How The Harney Basin Wetlands Initiative Manages Diverse Interests
It’s not easy to see the big picture sometimes. We’re all busy managing the day to day onslaught of work, home and family obligations, and it’s easy to lose sight of the bigger issues at play. This is why the High Desert Partnership performs such an integral role in the community, helping us work together. Where land and water are concerned, a collaborative of the partnership, the Harney Basin Wetlands Initiative (HBWI), has brought together a diverse group of voices to talk about how to manage the abundant natural resources in our corner of the basin.
The Harney Basin Wetlands Initiative was born out of the Malheur National Wildlife’s Comprehensive Conservation Plan (CCP) process, which took input from local ranchers, agencies and conservation groups. After the CCP was completed, the group wanted to continue the conversation regarding land and water management in the Harney Basin, and the wetlands initiative was born.
Since then, the group has chosen to focus on the restoration of Malheur Lake and maintaining the practice of flood irrigation.
Restoring Malheur Lake
The rehabilitation of Malheur Lake, which once teemed with birds and aquatic life, is an area of emphasis for HBWI. Carp have devastated the aquatic vegetation, turning the water turbid, which in turn makes it less attractive to migrating birds. Refuge biologists are in the process of modeling different restoration scenarios to make the determination of which one would have the most positive effect on Malheur Lake’s aquatic ecosystem.
Restoring Malheur Lake would have positive impacts, not only for wildlife, but for locals, hunters and tourists who appreciate its cultural significance in the lives of those who have called the Harney Basin home over the years. Refuge wildlife biologist Melinda Martinez noted that the restoration of the lake needs to involve the public and reconcile the way the lake was viewed 50 years ago with the realities of today. “We are all pursuing the same end goal: proper ecological function,” she said.
Ben Cate, the ecological coordinator for the High Desert Partnership, grew up in Harney County and knows firsthand the challenges involved in rehabilitating such a large ecological feature. “I spend a lot of time at Malheur Lake to help with research, and I want our community to feel the connection to this lake that I feel. While we can hunt, we can’t boat, swim, water ski or do the typical fun recreational lake activities at Malheur Lake,” he said. “There is a majesty in appreciating something just for what it is and what it provides to our home.”
The reality is that there is much work to be done where the restoration of the lake is concerned, and the Harney Basin Wetlands Initiative is confronting those challenges head on.
Replacing flood irrigation infrastructure
The Harney Basin Wetlands Initiative took on the replacement of the Tyler and Sweek dams because the outcome promotes flood irrigation. The two dams, which are located outside Burns, were about 75 years old and dilapidated. The HBWI identified the Tyler and Sweek dams as ideal candidates for replacement because they are located high up in the system and could potentially affect thousands of acres of migratory bird habitat. Replacing each dam cost about $500,000, so it was imperative that the wetlands initiative obtain grants to help landowners cover the extensive bill. Work started in September and both dams are now complete.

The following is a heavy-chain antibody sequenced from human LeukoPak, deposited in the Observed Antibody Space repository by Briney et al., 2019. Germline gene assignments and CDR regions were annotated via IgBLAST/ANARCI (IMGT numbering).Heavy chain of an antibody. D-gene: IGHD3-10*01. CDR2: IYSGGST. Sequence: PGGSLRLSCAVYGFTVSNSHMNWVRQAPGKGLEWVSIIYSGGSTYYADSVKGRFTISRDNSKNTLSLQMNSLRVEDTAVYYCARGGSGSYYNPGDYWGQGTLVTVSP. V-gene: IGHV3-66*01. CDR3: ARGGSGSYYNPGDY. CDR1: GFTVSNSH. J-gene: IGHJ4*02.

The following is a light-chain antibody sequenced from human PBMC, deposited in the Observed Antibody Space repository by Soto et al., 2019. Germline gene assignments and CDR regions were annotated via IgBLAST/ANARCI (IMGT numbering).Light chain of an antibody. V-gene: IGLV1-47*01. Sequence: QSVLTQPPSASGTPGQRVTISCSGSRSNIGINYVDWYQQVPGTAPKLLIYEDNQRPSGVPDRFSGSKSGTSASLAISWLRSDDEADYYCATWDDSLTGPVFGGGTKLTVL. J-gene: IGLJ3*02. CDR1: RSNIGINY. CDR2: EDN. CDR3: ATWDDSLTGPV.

Flood irrigation across the west has declined considerably in the last 10 to 20 years. This has had an impact on the migrating birds who have relied on that habitat. The Harney Basin is a significant stopover for birds using the Pacific Flyway, and the flood-irrigated meadows here have become more crucial in terms of providing a feeding and resting ground for migrating birds. By helping landowners replace dams and update other infield infrastructure like culverts, ditches and fencing, the Harney Basin Wetlands Initiative has ensured that those landowners can continue to flood irrigate their land and provide habitat for migrating birds in the spring.
Preserving bird habitat
The wet meadows in the Harney Basin are crucial to the survival and breeding success of migratory birds and waterfowl alike. Teresa Wicks, East Oregon Field Coordinator for Portland Audubon and a member of the Harney Basin Wetlands Initiative, said that the importance of the wet meadows in the Harney Basin cannot be understated. “There’s been some work that has shown that in places like the Harney Basin, the quality and the quantity of the food here actually determines a lot about breeding success when these birds get to their breeding territory in the north,” Wicks said.
Water is a lifeforce in the Harney Basin and is something that concerns every landowner in the basin. Esther Lev is the executive director of The Wetlands Conservancy and a member of the HBWI. She is primarily concerned with the dynamic of the water, land and the humans and wildlife that rely on it. “Everyone responds to water,” she said. The Harney Basin really is a place where water manages everyone, she noted. Working with local ranchers to help ensure that water management decisions are made in a collaborative manner is a cornerstone of her work with the HBWI. “We’re doing this together to collectively set a vision that we all want those wet meadows to stay, and we want flood irrigation to stay,” Lev said.
By concentrating on invasive carp management and addressing flood irrigation infrastructure, the members of the Harney Basin Wetlands Initiative are creating positive working relationships with motivated partners and as a result, are encouraged by the progress made through collaborative projects.
By Lauren Brown